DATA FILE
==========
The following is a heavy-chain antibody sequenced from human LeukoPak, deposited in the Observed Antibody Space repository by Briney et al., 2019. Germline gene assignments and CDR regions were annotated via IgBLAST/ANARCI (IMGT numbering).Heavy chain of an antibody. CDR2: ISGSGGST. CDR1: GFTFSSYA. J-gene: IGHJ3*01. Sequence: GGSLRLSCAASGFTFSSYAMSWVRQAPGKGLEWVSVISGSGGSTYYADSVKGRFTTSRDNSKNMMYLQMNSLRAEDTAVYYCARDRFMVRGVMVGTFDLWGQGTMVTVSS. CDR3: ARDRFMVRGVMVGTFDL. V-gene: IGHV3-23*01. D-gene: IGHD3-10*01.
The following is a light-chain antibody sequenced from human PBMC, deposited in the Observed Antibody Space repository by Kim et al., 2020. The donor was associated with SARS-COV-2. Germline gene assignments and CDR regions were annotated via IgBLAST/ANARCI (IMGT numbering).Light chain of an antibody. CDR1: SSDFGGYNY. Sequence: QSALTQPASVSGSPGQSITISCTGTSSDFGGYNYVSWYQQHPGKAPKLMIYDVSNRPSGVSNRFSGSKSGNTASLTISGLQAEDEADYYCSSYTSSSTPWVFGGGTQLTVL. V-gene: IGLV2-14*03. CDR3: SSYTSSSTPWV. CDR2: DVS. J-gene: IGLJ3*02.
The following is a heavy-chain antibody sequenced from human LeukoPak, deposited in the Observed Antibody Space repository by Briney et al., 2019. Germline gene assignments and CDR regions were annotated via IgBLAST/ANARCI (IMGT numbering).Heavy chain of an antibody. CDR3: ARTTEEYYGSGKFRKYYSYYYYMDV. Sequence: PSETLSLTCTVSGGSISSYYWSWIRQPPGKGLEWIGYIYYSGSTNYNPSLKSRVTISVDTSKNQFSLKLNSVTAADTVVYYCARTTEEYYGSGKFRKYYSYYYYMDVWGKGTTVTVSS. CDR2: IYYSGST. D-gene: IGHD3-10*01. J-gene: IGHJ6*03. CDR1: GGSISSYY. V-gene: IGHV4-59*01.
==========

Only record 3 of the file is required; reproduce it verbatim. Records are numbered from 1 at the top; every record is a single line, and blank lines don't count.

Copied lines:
The following is a heavy-chain antibody sequenced from human LeukoPak, deposited in the Observed Antibody Space repository by Briney et al., 2019. Germline gene assignments and CDR regions were annotated via IgBLAST/ANARCI (IMGT numbering).Heavy chain of an antibody. CDR3: ARTTEEYYGSGKFRKYYSYYYYMDV. Sequence: PSETLSLTCTVSGGSISSYYWSWIRQPPGKGLEWIGYIYYSGSTNYNPSLKSRVTISVDTSKNQFSLKLNSVTAADTVVYYCARTTEEYYGSGKFRKYYSYYYYMDVWGKGTTVTVSS. CDR2: IYYSGST. D-gene: IGHD3-10*01. J-gene: IGHJ6*03. CDR1: GGSISSYY. V-gene: IGHV4-59*01.